Financial statement errors may be due to several factors, such as mathematical mistakes, inaccurate application of accounting rules or incorrect interpretation of facts. One or more prior-period financial statements may have to be restated to correct errors, in addition to an adjustment in the assets, liabilities and retained earnings accounts in the current period. According to John Carroll University professor Robert Bloom and Cleveland State University professor Jayne Fuglister, you must state the nature of the error and disclose the changes made to correct the error.
Change the appropriate assets and liabilities accounts to reflect the cumulative effect of prior-period errors. If you forgot to record the depreciation expense for a new piece of equipment in a prior period, credit or increase the accumulated depreciation account in the current period to correct the error. If there was an ending inventory overstatement or understatement in the prior period, decrease or increase the beginning inventory balance in the current period, respectively.
Acquisition costs for fixed assets that are in service for more than a year are allocated over their useful lives rather than in the year of purchase. This is known as depreciation. The accounting entries are to debit or increase depreciation expense and credit or increase accumulated depreciation, which is a contra account that reduces the book value of fixed assets.
Adjust the beginning retained earnings balance in the current period to reflect prior-period errors. Errors in sales and expense transactions could affect the net income amount, which affects retained earnings because net income (less dividend payments) is added to it.
For example, if you missed a depreciation expense of $10,000 last year, debit or decrease the beginning retained earnings balance by $10,000 and credit accumulated depreciation by the same amount. If the beginning retained earnings balance was $100,000, enter a separate line that says something like "Less adjustment for prior-period depreciation error" followed by $10,000. Insert another line that says something like "Corrected beginning retained earnings" followed by $90,000 ($100,000 - $10,000).
Restate the prior-period financial statements. If you are presenting comparative financial information, such as side-by-side quarterly statements, the correct amounts must be reflected on the statements along with a note describing the correction.
To conclude the depreciation example, increase bad debts expense and reduce net income on the prior-period income statement by $10,000 each. Increase accumulated depreciation by $10,000, reduce net fixed assets and total assets by $10,000 each, and reduce retained earnings by $10,000 on the balance sheet. If there is a separate statement of retained earnings, decrease the net income and ending retained earnings balances by $10,000 each.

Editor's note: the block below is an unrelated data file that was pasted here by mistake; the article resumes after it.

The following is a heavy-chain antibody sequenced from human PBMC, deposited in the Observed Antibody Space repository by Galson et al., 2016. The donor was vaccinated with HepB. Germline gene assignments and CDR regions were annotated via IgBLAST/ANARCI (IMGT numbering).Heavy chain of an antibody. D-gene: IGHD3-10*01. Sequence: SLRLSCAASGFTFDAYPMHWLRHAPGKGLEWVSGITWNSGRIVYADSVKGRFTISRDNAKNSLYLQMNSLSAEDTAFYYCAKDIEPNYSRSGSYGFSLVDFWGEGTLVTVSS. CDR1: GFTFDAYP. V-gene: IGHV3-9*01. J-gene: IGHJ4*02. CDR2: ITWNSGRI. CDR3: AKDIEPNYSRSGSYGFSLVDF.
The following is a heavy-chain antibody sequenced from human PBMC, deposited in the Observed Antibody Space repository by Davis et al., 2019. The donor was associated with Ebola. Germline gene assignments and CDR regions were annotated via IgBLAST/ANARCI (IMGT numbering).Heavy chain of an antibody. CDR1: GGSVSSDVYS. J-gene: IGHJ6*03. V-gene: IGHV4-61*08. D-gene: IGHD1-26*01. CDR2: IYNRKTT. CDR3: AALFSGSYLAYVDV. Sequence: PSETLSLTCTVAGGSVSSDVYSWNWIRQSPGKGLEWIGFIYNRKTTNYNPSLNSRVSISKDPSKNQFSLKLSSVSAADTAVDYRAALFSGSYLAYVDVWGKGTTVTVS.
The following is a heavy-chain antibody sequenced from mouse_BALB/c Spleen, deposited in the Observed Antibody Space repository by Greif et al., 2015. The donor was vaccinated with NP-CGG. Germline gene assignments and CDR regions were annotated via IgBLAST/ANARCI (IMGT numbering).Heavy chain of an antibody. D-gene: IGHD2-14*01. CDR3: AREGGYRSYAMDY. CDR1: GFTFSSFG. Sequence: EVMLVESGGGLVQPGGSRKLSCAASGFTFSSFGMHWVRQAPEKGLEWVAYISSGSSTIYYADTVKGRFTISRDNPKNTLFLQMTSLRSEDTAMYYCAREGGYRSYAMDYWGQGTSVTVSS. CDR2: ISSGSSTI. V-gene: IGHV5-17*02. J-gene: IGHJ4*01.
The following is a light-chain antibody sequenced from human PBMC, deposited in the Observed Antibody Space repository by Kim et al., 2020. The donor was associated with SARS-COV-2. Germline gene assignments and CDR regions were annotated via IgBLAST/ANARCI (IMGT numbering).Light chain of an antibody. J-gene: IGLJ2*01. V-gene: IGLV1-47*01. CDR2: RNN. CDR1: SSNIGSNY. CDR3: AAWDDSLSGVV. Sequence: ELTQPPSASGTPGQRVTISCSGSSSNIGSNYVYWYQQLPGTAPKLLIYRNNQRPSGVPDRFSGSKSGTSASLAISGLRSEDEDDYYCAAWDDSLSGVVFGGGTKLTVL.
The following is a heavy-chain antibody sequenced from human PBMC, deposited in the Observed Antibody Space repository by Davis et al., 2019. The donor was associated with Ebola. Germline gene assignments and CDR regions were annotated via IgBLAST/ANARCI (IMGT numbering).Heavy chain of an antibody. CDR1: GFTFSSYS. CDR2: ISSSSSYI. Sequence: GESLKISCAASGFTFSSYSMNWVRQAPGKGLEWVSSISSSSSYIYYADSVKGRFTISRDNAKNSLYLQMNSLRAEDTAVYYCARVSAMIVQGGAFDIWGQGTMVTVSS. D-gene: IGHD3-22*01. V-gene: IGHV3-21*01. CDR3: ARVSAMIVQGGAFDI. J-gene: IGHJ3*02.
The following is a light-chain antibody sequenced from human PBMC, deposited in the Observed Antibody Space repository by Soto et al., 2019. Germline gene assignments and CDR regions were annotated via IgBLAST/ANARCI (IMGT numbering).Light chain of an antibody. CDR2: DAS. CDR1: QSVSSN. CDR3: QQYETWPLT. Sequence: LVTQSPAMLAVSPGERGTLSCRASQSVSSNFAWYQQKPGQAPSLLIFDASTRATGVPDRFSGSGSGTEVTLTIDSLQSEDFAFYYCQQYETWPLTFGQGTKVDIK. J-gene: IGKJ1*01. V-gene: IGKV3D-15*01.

Tips & Warnings
- Do not correct prior-period errors by making a compensating error in the current period. For the depreciation example, do not debit depreciation expense and credit accumulated depreciation by $20,000 ($10,000 x 2) each in the current period to correct a missed depreciation entry from a prior period.
- Photo Credit Jupiterimages/Photos.com/Getty Images
How to Correct a Prior Year's Retained Earnings
Corrections to prior period retained earnings can result from several factors, such as math errors or incorrect applications of GAAP (generally accepted...
How to Reconcile Balance Sheets
A balance sheet is a short form report that shows the assets and liabilities of a company, as well as any equity...
How to Fix Inventory Errors in Financial Statements
Restate prior-period financial statements. The cost of goods sold and net income accounts on the income statement and the inventory and retained...
How to Adjust Understated Depreciation Expenses
Depreciation is a noncash transaction. It's a write-off to net income that allows businesses to lower their tax liability. The more net...
What Statements Does Depreciation Affect?
What Statements Does Depreciation Affect?. Companies purchase fixed assets to use in the operation of the business. The accountant capitalizes the fixed...
What If I Forgot to Take Depreciation in a Prior Year?
Filing your federal income taxes is not only a stressful exercise, but it can be complicated depending on your unique situation, such...
Amount Due Vs. Statement Balance
Joseph received his billing statement in the mail and wanted to know how much to pay. The statement included both the amount...
What Is a Financial Statement Restatement?
A financial statement restatement is the result of a change in accounting principles or an error. A restatement often involves a completely...
Definition of a Cash Balance at the End of the Period
Businesses report financial information to stakeholders each accounting period. Balance sheets include information on a company's assets, liabilities and owner's ...
How to Convert Statutory Accounting Principles to GAAP
State insurance regulators require insurance companies to keep their accounting records for filing annual financial reports in accordance with statutory accounting ...
Why Is GAAP Important to Financial Statements?
Generally Accepted Accounting Principles (GAAP) are the set of rules, methods, processes and procedures used by companies across all industries in order...